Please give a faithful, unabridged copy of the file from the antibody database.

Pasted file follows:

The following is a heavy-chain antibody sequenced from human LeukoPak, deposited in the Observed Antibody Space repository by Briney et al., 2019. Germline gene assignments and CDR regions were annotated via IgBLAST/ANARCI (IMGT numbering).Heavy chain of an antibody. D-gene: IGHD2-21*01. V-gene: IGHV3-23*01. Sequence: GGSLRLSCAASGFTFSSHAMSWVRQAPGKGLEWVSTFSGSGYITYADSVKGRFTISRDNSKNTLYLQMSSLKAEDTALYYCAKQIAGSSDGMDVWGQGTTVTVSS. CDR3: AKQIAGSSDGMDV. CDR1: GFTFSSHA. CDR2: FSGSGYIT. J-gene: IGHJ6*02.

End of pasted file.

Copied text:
The following is a heavy-chain antibody sequenced from human LeukoPak, deposited in the Observed Antibody Space repository by Briney et al., 2019. Germline gene assignments and CDR regions were annotated via IgBLAST/ANARCI (IMGT numbering).Heavy chain of an antibody. D-gene: IGHD2-21*01. V-gene: IGHV3-23*01. Sequence: GGSLRLSCAASGFTFSSHAMSWVRQAPGKGLEWVSTFSGSGYITYADSVKGRFTISRDNSKNTLYLQMSSLKAEDTALYYCAKQIAGSSDGMDVWGQGTTVTVSS. CDR3: AKQIAGSSDGMDV. CDR1: GFTFSSHA. CDR2: FSGSGYIT. J-gene: IGHJ6*02.